Recovery Connections

John Schwary is CEO of Transitional Living Communities, an 850-bed recovery program he founded in Mesa, Arizona January 9, 1992, when he had a year sober. He's in his 28th year of recovery.

In these posts, he views life mostly through the lenses of recovery. While the blog is factual, he often disguises events and people to protect anonymity.

Saturday, May 14, 2016


Many of us who've relapsed over and over often look at ourselves as failures. We might even say something like "I'm a loser." "I can't do anything right." "I'm good-for-nothing."

And traveling through life with that kind of attitude pretty much is a self-fulfilling prophecy. We are what and who we believe we are. Because if we think we can't stay sober, we're right. And if we think we can stay sober we're also right.

But if we turn our failures around and look at them as learning experiences then we can see their value. On page 31 in the Big Book there's a suggestion that if we doubt we have a problem that we try having a drink to see how it works. It goes on to say that it's worth a case of the jitters to become convinced that we do indeed have a problem. Just because we fail a time or two doesn't mean we wear that label forever.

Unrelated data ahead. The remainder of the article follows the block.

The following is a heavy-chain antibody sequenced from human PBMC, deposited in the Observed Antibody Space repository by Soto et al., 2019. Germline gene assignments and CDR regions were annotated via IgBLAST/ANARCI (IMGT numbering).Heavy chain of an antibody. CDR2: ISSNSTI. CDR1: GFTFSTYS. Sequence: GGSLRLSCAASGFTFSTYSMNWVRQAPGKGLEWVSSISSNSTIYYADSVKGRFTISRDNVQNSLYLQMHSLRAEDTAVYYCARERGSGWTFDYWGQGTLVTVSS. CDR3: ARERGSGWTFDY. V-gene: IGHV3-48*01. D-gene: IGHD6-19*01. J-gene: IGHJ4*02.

This principle doesn't just apply in the recovery world. I was reading a business article the other day about what venture capitalists look for in those to whom they loan money. One thing thing they make note of is whether the prospect has ever gone bankrupt. Or failed in business.

I thought that was strange until I read the explanation. Those who risk large sums of money want someone who won't give up or run away at the first sign of trouble. They look at setbacks as part of the learning experience.

They want someone who'll have the grit to keep going regardless of the challenges.  That's the same way we eventually learn to stay sober.

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